Magic is dangerous–but love is more dangerous still.

When sixteen-year-old Tessa Gray crosses the ocean to find her brother, her destination is England, the time is the reign of Queen Victoria, and something terrifying is waiting for her in London’s Downworld, where vampires, warlocks and other supernatural folk stalk the gaslit streets. Only the Shadowhunters, warriors dedicated to ridding the world of demons, keep order amidst the chaos.

Kidnapped by the mysterious Dark Sisters, members of a secret organization called The Pandemonium Club, Tessa soon learns that she herself is a Downworlder with a rare ability: the power to transform, at will, into another person. What’s more, the Magister, the shadowy figure who runs the Club, will stop at nothing to claim Tessa’s power for his own.

Friendless and hunted, Tessa takes refuge with the Shadowhunters of the London Institute, who swear to find her brother if she will use her power to help them. She soon finds herself fascinated by–and torn between–two best friends: James, whose fragile beauty hides a deadly secret, and blue-eyed Will, whose caustic wit and volatile moods keep everyone in his life at arm’s length…everyone, that is, but Tessa. As their search draws them deep into the heart of an arcane plot that threatens to destroy the Shadowhunters, Tessa realizes that she may need to choose between saving her brother and helping her new friends save the world…and that love may be the most dangerous magic of all.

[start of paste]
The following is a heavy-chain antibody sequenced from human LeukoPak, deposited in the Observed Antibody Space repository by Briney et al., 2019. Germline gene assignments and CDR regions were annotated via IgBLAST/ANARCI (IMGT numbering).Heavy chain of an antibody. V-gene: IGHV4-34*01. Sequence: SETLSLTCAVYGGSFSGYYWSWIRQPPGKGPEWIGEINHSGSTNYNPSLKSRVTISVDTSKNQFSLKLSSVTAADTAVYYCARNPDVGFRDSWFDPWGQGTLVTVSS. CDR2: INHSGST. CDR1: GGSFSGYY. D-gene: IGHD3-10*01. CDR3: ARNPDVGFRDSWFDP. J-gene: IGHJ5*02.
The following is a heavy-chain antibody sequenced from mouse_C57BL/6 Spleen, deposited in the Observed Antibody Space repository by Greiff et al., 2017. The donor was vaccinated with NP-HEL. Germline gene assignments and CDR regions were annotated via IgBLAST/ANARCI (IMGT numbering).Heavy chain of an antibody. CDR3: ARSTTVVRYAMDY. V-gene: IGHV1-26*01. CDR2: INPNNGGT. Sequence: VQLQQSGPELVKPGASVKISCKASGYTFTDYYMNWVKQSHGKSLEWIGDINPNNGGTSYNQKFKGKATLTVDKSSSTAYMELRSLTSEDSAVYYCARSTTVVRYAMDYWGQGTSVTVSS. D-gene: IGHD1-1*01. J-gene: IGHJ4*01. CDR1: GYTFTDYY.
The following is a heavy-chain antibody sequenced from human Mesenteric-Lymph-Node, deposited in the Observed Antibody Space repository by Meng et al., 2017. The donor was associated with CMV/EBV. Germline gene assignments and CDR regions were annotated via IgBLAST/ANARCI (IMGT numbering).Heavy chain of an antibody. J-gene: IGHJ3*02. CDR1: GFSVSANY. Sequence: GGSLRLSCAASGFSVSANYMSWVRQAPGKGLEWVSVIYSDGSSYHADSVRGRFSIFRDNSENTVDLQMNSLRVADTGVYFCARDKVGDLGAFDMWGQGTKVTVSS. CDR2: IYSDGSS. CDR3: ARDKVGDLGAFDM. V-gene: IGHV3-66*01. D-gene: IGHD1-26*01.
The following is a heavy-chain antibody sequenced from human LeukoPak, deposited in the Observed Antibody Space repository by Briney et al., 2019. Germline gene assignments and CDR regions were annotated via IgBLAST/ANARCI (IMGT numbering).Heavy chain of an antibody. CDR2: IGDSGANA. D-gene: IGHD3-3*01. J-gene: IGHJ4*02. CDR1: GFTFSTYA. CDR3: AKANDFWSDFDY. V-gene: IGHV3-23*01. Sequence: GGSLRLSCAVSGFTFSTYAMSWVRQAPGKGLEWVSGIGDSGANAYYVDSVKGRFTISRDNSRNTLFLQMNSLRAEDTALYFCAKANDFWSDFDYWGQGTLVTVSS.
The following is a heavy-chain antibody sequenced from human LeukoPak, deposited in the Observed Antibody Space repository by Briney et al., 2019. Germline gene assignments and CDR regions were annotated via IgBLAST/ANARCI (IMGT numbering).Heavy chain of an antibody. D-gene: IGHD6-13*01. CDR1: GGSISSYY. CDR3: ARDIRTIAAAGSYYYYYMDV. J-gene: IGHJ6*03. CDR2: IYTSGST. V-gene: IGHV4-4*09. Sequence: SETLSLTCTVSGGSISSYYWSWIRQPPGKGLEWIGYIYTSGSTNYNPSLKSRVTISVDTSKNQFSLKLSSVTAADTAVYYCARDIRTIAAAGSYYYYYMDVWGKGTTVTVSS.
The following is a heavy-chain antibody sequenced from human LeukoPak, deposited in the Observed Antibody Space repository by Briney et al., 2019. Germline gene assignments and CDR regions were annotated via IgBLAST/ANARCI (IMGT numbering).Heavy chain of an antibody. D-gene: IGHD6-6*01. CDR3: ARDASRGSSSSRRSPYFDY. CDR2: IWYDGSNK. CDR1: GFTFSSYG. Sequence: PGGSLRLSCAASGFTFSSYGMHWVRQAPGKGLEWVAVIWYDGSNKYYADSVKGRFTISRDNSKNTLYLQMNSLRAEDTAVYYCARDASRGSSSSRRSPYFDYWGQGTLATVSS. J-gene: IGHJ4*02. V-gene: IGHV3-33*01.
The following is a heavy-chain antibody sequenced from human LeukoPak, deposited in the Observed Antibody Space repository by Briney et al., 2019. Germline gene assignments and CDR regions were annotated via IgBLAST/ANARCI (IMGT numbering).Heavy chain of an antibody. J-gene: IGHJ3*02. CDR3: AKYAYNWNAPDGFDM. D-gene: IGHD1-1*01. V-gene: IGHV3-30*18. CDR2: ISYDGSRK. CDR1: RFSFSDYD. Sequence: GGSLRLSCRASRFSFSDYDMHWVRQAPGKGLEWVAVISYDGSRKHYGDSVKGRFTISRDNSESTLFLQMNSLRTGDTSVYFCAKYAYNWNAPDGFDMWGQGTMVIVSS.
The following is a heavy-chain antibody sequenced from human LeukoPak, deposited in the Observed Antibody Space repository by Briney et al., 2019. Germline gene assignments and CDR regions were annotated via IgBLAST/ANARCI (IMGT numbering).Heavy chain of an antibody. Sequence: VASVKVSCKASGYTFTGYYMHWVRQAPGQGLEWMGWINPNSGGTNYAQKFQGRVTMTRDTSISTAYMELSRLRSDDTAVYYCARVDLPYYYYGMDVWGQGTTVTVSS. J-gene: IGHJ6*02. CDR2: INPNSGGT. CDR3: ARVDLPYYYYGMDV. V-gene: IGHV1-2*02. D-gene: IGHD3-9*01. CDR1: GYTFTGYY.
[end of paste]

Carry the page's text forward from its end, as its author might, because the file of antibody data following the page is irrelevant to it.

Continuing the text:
(By the way, you can read the first 100 pages here.)

Like I mentioned, I have been waiting for this book for a long time, and when I was in line with it, waiting to get it signed, I had this brief moment of panic when I thought, “What if it’s bad?  What if I don’t like it?”

I don’t know how I could have ever thought that.

I loved this book.  Loved it.  And it quickly earned a place on my favorites list.

I already loved the whole Shadowhunting world, but add witty and clever protagonists and steampunk villains, and what more could I want?

This book was quite funny.  A lot funnier than most of the MI.  Maybe because Tessa is really clever and doesn’t put up with flack from anyone, whereas in MI, all the wit comes from Simon and sometimes Jace.

I really liked the main characters and found them to be believable and lovable.  They’re really easy to like, although Henry is certainly high on my list because of his red hair.

I was happy to find that Tessa, the  main girl in the story, was so different from Clary (although she faces similar conflicts).  Although Will, who is an ancestor of Jace’s, seems so much like Jace at times, you wonder if snarkiness and self-destruction are inherited traits.  I don’t think it’s bad that they’re so alike, because it feels more like they’re supposed to be.  Because they’re two apples from the same crazy Herondale tree.

Meeting Cassandra Clare was awesome.  She was cool and funny and everything I hoped she’d be.  She had hot shoes and purple streaks in her hair that really made me think about dying mine, too.  I felt like a big dork, which I am wont to do when I meet people who are obviously so much cooler than me.  But Cassandra Clare was nice and cool about it.  So, thanks for that, Cassandra Clare.

Thanks for being cool to all the dorks out there who love you.

After that picture, I went home and started reading Clockwork Angel right away. I finished it the next day.

I have no self-control when it comes to books.

Thank goodness that her next book, City of Fallen Angels (MI #4), comes out in 207 days.

Five stars for being totally brill and living up to the hype.  Too bad Clockwork Prince (ID #2) doesn’t come out for another year.